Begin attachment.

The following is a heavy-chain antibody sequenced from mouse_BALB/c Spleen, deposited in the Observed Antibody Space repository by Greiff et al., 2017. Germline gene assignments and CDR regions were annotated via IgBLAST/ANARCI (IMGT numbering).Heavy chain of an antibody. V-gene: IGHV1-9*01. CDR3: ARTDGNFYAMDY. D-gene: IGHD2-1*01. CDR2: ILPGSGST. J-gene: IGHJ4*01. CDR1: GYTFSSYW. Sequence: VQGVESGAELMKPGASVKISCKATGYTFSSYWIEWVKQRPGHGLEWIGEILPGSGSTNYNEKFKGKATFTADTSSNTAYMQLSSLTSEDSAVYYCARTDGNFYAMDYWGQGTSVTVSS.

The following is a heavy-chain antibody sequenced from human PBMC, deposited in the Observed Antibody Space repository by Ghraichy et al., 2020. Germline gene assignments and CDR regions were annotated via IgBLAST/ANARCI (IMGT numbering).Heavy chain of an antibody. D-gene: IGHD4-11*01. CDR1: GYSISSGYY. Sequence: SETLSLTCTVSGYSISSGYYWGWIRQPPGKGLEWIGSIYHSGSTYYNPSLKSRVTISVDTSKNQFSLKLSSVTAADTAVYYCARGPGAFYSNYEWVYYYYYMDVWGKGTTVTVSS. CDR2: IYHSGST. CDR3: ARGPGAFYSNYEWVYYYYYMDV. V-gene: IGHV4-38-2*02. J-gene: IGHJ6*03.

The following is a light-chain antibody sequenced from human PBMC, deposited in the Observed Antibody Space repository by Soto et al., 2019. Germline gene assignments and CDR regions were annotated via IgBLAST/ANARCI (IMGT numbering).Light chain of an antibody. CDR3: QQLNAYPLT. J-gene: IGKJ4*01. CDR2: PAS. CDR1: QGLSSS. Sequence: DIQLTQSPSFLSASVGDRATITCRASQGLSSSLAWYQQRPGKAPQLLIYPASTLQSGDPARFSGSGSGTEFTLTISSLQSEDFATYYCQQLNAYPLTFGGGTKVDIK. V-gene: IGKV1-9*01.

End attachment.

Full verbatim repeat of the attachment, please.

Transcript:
The following is a heavy-chain antibody sequenced from mouse_BALB/c Spleen, deposited in the Observed Antibody Space repository by Greiff et al., 2017. Germline gene assignments and CDR regions were annotated via IgBLAST/ANARCI (IMGT numbering).Heavy chain of an antibody. V-gene: IGHV1-9*01. CDR3: ARTDGNFYAMDY. D-gene: IGHD2-1*01. CDR2: ILPGSGST. J-gene: IGHJ4*01. CDR1: GYTFSSYW. Sequence: VQGVESGAELMKPGASVKISCKATGYTFSSYWIEWVKQRPGHGLEWIGEILPGSGSTNYNEKFKGKATFTADTSSNTAYMQLSSLTSEDSAVYYCARTDGNFYAMDYWGQGTSVTVSS.

The following is a heavy-chain antibody sequenced from human PBMC, deposited in the Observed Antibody Space repository by Ghraichy et al., 2020. Germline gene assignments and CDR regions were annotated via IgBLAST/ANARCI (IMGT numbering).Heavy chain of an antibody. D-gene: IGHD4-11*01. CDR1: GYSISSGYY. Sequence: SETLSLTCTVSGYSISSGYYWGWIRQPPGKGLEWIGSIYHSGSTYYNPSLKSRVTISVDTSKNQFSLKLSSVTAADTAVYYCARGPGAFYSNYEWVYYYYYMDVWGKGTTVTVSS. CDR2: IYHSGST. CDR3: ARGPGAFYSNYEWVYYYYYMDV. V-gene: IGHV4-38-2*02. J-gene: IGHJ6*03.

The following is a light-chain antibody sequenced from human PBMC, deposited in the Observed Antibody Space repository by Soto et al., 2019. Germline gene assignments and CDR regions were annotated via IgBLAST/ANARCI (IMGT numbering).Light chain of an antibody. CDR3: QQLNAYPLT. J-gene: IGKJ4*01. CDR2: PAS. CDR1: QGLSSS. Sequence: DIQLTQSPSFLSASVGDRATITCRASQGLSSSLAWYQQRPGKAPQLLIYPASTLQSGDPARFSGSGSGTEFTLTISSLQSEDFATYYCQQLNAYPLTFGGGTKVDIK. V-gene: IGKV1-9*01.